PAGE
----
108 Stitches: The Physics in Baseball
108 STITCHES: THE PHYSICS IN BASEBALL is a science-based curriculum focusing on students in grades 6 through 10. The series uses the game of baseball to demonstrate basic principles of physics as set forth by the National Science Education Standards and the Ohio Science Academic Content Standards. Highlighting one of the Cleveland Indians farm teams, the Kinston Indians, the programs demonstrate how much physics really impacts America's favorite pastime.
108 STITCHES: THE PHYSICS IN BASEBALL is centered on four videos: The Pitch, The Hit, Running the Basesand The Flight. The series is designed to enrich the classroom with powerful learning modules that are relevant and engaging to students. The hands-on, minds-on activities will revolve around topic areas that have been selected because of their relevance to the demonstration of physics and the sport of baseball.
In addition to the videos and Web site, 108 STITCHES: THE PHYSICS IN BASEBALLalso has a teacher-developed teachers guide available in a downloadable format.
It is the goal of 108 STITCHES: THE PHYSICS IN BASEBALLto enhance classroom learning conditions by:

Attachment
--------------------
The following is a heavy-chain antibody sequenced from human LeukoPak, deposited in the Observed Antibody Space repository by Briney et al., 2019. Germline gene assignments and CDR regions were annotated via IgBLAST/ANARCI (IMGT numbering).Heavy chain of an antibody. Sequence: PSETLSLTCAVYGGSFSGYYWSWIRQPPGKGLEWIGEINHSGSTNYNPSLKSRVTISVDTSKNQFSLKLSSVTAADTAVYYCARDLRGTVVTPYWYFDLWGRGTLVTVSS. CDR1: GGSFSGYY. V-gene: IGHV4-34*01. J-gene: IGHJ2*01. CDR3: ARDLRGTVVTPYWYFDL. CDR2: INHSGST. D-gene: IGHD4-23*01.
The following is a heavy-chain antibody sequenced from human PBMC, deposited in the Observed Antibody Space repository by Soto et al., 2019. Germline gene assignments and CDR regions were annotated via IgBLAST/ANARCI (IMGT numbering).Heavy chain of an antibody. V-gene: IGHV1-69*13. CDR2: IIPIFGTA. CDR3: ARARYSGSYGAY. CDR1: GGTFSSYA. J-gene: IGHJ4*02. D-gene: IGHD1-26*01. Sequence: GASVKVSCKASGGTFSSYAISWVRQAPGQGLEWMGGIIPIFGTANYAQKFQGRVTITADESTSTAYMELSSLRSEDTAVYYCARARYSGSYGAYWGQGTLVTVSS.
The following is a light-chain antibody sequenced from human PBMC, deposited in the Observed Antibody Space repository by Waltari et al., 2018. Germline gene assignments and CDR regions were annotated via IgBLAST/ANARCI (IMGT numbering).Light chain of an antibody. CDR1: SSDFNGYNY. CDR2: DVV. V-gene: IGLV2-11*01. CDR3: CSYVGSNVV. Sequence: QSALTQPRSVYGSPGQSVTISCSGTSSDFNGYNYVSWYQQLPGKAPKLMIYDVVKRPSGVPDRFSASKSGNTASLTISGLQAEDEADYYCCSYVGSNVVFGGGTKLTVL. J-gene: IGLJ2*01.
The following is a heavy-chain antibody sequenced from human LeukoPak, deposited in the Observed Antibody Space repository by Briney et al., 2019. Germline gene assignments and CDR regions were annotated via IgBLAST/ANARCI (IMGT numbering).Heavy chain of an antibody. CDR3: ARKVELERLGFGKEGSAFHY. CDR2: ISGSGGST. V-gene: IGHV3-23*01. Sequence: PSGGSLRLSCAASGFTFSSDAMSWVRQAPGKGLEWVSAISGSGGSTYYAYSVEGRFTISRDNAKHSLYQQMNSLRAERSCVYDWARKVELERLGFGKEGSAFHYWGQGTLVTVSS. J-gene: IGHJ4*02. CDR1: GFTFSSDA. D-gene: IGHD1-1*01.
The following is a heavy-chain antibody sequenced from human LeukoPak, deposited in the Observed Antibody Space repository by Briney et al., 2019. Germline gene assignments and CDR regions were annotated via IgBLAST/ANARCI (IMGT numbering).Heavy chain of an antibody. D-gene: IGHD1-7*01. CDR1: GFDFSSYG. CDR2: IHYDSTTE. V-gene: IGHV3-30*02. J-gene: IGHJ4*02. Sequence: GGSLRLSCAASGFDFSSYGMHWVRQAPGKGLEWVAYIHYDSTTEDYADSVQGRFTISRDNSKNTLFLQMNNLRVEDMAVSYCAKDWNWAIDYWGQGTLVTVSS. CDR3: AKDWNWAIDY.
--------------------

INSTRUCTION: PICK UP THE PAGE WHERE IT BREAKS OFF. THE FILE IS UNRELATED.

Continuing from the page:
- Using diverse instructional strategies and settings that offer students many ways to think about and construct their knowledge.
- Analyzing information that students have gathered and presenting it in a new form.
- Providing multiple opportunities for students to demonstrate their knowledge and skills in connecting science and mathematics to real-world applications as well as their own lives.
The first program in this series takes a look at the physics of the pitch. There's a lot of exciting physics to explore in the 60-feet-6-inch path from the pitching rubber—10 inches above the playing field to the batter standing at home plate. The Pitch takes a look at gravity, air drag and the Magnus force and how the pitcher can use these forces to manipulate the path of the ball.
The second video picks up where the first one left off; this one emphasizes the perspective of energy. The Hit focuses on kinetic energy, the coefficient of restitution and Newton's laws of motion, as well as how the quantity of energy of speed and mass changes as a result of the batter hitting the ball.
Running the Bases
What's baseball without players running the bases? The third program looks at how ball players apply Newton's first and second laws when they are running the bases. While base running is strictly between the runner and the clock and has nothing to do with the forces between the bat and ball, there's still plenty of physics to explore. It takes a look at force, mass, inertia and acceleration.
The final program is devoted to the ball's flight after the batter's hit. The Flight takes into consideration perfect projectile motion, launch angle, air drag, turbulence, temperature, air density and, of course, the Magnus force — all the factors that go into sending a baseball from home plate over the fence more than 350 feet away.